July 1987

News

U.S. Fears Overblown, Japan Says
U.S. Fears Overblown, Japan Says
TOKYO—American fears that Japan is coordinating a national effort to achieve world supremacy in high-temperature superconductivity R&D are exaggerated, say Japanese scientists and officials, who point out that the government lacks the money and clout to orchestrate such a campaign. "Too many people in the U.S. are overestimating our abilities," said Masatoshi Urashima, director for development of advanced industries in the Agency for. Indus trial Science and Technology under MITI (the Min
New U.S. Amnesty Law Trips Foreign Students
New U.S. Amnesty Law Trips Foreign Students
BOSTON—Thousands of scientists and engineers who have been in the United States illegally over the past decade after arriving as students may not be able to gain amnesty under an interpretation of the new immigration law by Immigration and Naturalization Service (INS) officials. The law, which promised amnesty to foreigners living illegally in this country since before 1982, is being applied "very liberally" to those who entered the country illegally—primarily undocumented workers fr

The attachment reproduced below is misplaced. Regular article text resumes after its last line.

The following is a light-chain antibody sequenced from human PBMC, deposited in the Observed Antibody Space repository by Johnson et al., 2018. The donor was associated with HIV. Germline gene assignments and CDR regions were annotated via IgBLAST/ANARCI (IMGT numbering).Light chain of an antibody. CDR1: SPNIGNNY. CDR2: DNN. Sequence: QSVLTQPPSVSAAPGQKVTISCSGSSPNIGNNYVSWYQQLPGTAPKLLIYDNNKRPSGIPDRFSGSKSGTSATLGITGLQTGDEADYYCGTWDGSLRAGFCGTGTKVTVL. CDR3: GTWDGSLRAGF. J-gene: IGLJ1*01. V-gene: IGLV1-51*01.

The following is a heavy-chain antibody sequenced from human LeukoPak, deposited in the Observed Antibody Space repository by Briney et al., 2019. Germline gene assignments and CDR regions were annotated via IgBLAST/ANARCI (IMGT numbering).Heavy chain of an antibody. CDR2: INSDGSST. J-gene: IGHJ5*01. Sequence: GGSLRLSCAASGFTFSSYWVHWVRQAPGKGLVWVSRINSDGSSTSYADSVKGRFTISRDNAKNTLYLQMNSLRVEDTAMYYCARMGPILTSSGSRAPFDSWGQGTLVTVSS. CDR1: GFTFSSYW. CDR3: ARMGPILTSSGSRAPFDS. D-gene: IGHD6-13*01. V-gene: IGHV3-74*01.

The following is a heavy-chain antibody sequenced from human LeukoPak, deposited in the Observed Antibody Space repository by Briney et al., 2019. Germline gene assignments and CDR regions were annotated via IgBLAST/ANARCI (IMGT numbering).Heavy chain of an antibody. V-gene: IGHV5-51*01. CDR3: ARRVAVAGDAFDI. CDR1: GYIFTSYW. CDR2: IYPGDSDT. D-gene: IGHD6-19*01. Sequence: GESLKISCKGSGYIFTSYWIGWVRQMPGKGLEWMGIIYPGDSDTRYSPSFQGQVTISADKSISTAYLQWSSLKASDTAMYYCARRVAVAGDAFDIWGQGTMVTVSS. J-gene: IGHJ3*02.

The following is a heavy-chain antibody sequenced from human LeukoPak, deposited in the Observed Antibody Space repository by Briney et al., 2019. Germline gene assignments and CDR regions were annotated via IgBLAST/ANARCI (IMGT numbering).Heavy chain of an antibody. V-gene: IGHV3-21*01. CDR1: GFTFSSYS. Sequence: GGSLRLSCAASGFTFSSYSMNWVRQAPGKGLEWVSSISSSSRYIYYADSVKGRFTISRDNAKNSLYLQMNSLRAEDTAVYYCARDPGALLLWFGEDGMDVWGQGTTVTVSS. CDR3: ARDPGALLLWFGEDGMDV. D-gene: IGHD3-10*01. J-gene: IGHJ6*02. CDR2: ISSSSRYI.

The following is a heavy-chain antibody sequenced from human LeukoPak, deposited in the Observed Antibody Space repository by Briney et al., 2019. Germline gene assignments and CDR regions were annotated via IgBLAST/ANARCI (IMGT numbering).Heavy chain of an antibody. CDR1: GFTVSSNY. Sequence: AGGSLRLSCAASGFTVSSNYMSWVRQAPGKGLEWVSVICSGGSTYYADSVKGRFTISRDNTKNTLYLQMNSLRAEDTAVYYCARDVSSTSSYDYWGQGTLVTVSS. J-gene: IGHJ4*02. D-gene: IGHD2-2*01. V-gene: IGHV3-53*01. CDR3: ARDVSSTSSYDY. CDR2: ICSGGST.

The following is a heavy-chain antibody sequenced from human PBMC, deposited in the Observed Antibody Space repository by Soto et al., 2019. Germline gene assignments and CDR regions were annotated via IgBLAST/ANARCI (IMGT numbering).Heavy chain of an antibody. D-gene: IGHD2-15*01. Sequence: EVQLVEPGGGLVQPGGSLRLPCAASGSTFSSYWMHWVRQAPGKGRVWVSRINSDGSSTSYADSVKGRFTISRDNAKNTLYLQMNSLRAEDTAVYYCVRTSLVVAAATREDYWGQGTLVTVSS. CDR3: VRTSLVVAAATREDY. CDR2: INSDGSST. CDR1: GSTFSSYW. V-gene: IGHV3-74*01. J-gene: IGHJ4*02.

Shroud Splits Scientists
Shroud Splits Scientists
SANTA FE, N.M.—No project in modern times has brought science and religion into closer contact than efforts to assess the authenticity of the Shroud of Turin. And the debate about the role of scientists in the project has been every bit as heated as the religious discussions. At the center of the controversy is a group of scientists that make up the Shroud of Turin Research Project (STURP). Formed here in 1976, the 30 or so volunteers rely on private donations to conduct their work. Robe
Panel Chosen to Judge SSC Bids
Panel Chosen to Judge SSC Bids